Last Updated December 20th, 2021

What is an endoscopy?

Endoscopy is a procedure that employs an instrument called an endoscope to visualize the inside of your body. Depending upon the area to be visualized, and the point of insertion of an endoscope, the endoscopy may be done as –

– Upper Gastrointestinal (GI) endoscopy
– Gastroscopy/Enteroscopy/Colonoscopy/Sigmoidoscopy
– Rhinoscopy
– Otoscopy
– Gyroscope

Why has my physician ordered endoscopy for me?

Your physician may ask you to undergo an endoscopy if you present with-

Dysphagia (difficulty in swallowing)
– Hematemesis (blood in the vomit)
– Melaena (blood in the stools)
– Pain abdomen which is persistent in nature.
Chest pain (when a cardiac or pulmonary origin has been ruled out)
– Persistent diarrhea/nausea and vomiting
– Unexplained weight loss

What are the contra-indications of endoscopy?

Absolute contraindications to endoscopy include shock, acute myocardial infarction, inflammatory conditions of the GI tract (peritonitis, fulminant colitis) and acute perforation. Relative contraindications include an uncooperative patient, coma, and serious cardiac events (including arrhythmias).

What diseases can be diagnosed by endoscopy?

An upper GI endoscopy can be used to diagnose-

– Gastroesophageal reflux disease.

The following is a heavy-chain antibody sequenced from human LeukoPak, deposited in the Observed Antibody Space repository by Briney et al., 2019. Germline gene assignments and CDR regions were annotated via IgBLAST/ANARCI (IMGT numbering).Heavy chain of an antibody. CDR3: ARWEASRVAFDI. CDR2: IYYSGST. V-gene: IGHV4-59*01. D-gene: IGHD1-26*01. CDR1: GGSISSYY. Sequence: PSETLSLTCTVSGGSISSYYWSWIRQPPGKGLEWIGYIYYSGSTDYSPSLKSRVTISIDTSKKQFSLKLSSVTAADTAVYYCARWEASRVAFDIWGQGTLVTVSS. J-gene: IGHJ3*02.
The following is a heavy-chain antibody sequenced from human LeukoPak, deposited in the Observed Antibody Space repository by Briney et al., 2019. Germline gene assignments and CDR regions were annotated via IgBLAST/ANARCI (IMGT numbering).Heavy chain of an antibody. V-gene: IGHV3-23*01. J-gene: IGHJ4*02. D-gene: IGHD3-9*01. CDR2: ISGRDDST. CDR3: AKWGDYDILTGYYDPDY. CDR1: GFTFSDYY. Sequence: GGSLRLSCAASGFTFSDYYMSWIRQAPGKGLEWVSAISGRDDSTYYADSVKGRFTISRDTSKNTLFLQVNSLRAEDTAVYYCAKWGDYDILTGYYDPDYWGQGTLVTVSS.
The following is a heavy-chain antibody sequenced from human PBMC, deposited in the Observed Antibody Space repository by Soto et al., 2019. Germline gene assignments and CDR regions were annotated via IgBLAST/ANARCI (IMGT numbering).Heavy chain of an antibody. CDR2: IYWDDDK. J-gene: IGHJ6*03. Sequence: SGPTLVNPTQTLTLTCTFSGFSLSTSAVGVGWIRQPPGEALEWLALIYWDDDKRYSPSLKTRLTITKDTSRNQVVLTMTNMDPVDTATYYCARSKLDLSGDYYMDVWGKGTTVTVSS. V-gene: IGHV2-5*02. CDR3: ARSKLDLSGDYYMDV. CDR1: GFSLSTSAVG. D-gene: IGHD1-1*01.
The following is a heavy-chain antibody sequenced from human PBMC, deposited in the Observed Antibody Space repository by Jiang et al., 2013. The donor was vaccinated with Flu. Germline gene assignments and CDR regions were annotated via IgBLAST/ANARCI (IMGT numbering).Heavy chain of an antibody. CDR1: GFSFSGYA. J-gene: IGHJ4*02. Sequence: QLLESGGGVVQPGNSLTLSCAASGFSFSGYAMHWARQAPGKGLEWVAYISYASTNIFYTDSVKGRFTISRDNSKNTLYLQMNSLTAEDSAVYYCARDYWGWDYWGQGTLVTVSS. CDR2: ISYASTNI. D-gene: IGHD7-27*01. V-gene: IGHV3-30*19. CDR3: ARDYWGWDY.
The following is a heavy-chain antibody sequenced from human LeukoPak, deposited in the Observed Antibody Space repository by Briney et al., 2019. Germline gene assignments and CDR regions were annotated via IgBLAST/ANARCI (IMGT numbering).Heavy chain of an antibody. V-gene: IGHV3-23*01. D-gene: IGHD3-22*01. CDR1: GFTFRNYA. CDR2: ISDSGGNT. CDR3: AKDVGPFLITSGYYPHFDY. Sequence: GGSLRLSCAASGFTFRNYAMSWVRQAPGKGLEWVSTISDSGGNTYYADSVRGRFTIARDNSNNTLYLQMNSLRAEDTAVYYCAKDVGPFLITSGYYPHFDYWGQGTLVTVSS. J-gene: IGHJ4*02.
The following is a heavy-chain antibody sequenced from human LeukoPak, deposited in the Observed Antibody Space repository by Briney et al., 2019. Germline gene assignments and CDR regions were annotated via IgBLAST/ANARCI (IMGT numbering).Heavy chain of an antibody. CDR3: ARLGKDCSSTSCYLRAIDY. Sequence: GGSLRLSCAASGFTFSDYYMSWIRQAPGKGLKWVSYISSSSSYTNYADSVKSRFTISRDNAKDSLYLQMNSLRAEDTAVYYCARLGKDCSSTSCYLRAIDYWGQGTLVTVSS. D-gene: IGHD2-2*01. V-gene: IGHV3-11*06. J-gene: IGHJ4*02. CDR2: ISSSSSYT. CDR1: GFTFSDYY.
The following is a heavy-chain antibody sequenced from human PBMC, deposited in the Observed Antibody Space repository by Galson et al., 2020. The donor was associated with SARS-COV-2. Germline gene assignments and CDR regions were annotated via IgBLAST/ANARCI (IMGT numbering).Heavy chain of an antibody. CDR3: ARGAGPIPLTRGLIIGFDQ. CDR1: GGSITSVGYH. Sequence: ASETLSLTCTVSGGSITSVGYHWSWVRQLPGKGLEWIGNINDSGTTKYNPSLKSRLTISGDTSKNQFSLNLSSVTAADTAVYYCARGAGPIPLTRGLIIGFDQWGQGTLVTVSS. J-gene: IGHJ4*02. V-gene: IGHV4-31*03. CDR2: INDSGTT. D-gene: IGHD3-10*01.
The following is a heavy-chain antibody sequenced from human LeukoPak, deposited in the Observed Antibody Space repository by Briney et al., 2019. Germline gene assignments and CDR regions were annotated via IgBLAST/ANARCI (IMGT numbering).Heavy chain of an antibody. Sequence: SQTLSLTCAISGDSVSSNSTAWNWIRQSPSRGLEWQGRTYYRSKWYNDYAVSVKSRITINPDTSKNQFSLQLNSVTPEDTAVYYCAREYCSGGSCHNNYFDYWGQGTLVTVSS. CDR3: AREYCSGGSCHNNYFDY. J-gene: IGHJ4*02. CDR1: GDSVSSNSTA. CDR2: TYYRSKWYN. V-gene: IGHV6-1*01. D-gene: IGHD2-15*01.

– Dilated veins in the esophagus (esophageal varices).
– Any stricture in the upper GI tract.
– Inflammatory lesions including ulcers.
– Tumors (both benign and cancerous).
Hiatal hernia( a condition when the upper portion of your stomach protrudes through the muscle separating your abdomen and diaphragm).

Are gastrointestinal disorders common in India?

Changing environmental factors and rapid industrialization have made GI disorders, which were once considered to be typical “Western” diseases, common in Asian nations, mostly in India. Millions of Indians are diagnosed with GERD, peptic ulcers, ulcerative colitis, Crohn’s disease etc every year. The rise of smoking and other forms of tobacco consumption is also held responsible for this surge. Among all the GI disorders common in Asian countries, ulcerative colitis is probably the most widespread.